Dear Zion Family,
Over the last few months there has been a fair amount of conflict, of feelings of unease and worry.
Most of this been a direct result of my announcement in June of my intention to transition from Erik to
I did not make the decision to announce my plans in the best way, doing so without giving Council the respect of communicating my intentions with them first. Making that announcement so closely after the announcement of Missy’s departure caused a great deal of additional unnecessary shock and pain. For that I am sorry, and fully admit my failings and fault.
While I did not think that my announcement and decision would be without controversy, it had been my belief that our covenant to be an Open and Affirming congregation would be the base upon which, we as a congregation could unite in our questions and worries, and together find a way forward. Unfortunately, that has not been the case. That is a reality that grieves me greatly.
My love and concern for this fellowship of faith is deep and great. Over the last few weeks it has become clear to me that my continued presence as the pastor of Zion is not a presence that promotes healing, it instead creates further division. Division has never been, and will never be my desire. I wish it were possible for all of the people of Zion to find a way to move forward and find healing under my pastoral leadership; unfortunately, that is not the reality we are living with. During the Council meeting on October 3, I offered my resignation. It was accepted. My last Sunday will be Dec. 30th.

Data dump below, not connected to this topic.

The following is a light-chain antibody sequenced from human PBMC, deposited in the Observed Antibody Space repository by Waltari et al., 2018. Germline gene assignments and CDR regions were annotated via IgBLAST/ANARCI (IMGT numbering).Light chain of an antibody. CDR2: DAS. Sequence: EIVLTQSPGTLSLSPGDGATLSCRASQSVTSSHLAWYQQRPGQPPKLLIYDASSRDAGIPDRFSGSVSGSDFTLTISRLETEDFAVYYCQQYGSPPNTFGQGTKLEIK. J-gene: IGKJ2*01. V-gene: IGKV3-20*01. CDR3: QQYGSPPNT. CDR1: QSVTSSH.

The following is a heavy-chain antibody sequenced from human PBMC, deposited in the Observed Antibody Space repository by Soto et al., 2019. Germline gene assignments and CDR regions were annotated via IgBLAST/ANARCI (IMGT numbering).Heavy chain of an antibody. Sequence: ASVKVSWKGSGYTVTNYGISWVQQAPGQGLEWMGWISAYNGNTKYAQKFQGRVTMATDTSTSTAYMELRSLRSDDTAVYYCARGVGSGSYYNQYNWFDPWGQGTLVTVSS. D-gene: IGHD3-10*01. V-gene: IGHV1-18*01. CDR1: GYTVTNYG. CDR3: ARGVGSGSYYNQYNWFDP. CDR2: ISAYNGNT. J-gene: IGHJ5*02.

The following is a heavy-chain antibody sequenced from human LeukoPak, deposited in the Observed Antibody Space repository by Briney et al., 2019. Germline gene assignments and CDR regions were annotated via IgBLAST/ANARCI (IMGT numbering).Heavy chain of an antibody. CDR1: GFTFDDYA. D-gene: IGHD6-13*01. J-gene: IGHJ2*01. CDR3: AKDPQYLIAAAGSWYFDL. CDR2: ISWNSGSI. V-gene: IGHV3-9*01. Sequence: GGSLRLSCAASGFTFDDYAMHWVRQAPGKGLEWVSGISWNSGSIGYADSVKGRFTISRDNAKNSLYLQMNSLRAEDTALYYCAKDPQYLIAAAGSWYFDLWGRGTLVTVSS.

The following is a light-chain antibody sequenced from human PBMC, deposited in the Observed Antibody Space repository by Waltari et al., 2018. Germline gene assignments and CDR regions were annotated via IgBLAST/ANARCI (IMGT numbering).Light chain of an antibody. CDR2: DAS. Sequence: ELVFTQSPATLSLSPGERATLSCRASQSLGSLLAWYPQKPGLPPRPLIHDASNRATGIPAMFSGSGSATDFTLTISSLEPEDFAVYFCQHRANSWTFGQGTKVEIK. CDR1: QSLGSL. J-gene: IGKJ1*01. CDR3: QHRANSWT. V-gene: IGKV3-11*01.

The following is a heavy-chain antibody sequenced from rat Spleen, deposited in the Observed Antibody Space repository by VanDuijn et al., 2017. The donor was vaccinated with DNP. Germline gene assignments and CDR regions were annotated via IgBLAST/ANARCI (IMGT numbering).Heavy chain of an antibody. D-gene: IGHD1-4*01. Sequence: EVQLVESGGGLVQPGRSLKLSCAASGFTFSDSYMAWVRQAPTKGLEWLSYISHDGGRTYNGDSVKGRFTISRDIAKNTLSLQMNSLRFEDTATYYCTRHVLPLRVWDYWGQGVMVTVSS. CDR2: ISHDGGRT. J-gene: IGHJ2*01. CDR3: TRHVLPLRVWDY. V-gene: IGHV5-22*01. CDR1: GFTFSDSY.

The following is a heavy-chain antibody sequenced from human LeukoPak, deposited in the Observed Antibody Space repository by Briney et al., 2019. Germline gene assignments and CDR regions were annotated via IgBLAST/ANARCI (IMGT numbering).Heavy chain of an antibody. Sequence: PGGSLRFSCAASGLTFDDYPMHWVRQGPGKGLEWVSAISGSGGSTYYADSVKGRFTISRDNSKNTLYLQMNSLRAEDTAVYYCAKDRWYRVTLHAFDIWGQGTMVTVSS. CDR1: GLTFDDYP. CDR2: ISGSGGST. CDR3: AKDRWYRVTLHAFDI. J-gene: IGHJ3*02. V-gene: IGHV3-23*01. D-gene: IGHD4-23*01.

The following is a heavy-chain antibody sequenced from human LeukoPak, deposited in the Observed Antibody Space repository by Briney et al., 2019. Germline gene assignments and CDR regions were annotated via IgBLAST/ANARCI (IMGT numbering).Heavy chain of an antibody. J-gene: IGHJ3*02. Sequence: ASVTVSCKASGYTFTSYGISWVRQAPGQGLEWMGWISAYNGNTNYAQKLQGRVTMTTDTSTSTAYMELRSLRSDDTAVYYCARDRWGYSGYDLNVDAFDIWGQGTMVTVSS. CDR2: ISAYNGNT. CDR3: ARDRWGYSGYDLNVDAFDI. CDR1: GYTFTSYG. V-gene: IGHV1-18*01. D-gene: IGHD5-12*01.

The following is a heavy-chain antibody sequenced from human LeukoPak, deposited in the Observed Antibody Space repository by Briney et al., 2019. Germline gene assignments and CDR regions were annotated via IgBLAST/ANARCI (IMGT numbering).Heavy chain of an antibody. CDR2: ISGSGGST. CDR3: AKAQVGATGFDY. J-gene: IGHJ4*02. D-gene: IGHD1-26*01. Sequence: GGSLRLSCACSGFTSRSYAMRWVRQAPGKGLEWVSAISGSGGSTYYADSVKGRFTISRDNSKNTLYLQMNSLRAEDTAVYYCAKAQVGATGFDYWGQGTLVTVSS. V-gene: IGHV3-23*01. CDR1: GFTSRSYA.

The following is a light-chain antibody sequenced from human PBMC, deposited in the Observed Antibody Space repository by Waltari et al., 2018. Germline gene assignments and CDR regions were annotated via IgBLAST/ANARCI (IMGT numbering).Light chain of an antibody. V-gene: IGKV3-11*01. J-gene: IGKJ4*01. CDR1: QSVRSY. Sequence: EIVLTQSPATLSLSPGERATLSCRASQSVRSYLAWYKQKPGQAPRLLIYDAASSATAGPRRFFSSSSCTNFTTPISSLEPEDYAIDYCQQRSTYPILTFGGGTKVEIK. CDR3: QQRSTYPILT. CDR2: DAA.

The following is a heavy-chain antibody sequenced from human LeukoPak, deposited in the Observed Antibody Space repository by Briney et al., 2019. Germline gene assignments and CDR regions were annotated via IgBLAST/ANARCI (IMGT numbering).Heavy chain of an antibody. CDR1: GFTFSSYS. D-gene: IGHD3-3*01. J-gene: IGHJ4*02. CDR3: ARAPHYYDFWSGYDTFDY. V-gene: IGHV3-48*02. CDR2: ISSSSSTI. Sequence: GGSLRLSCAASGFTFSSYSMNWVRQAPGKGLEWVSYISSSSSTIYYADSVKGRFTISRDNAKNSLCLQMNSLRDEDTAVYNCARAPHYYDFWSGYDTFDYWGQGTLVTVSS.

I fully recognize that my departure is not one of happiness and joy. In fact, there is a great deal of sorrow, grief and even anger being felt. By me, and by the congregation. Yet, you cannot allow those emotions to become barriers from coming together as a congregation and finding a path forward together.
My hope and prayer is that the entire congregation will enter into a time of reflection, prayer and decision making. Who is Zion? Who does Zion want to be? What are the hopes and dreams of Zion's membership that will guide and carry it into the future? What has been learned from the experiences of the last few months? Who is God calling you to be? What is the voice God has given you that needs to be heard?
When I accepted the call to Zion four years ago, I did so with a great deal of hope and many dreams of our future together. I prayed that Zion would become a very special place in the Ohio Valley. A place where the love of God was declared and felt by all, where our welcome was truly extravagant. A church where an inclusive and progressive Christian faith would be our claim and our pride. I hope and pray, that you will fulfill those hopes and dreams.
With the Greatest of Hope.
Rev. E. E. Breddin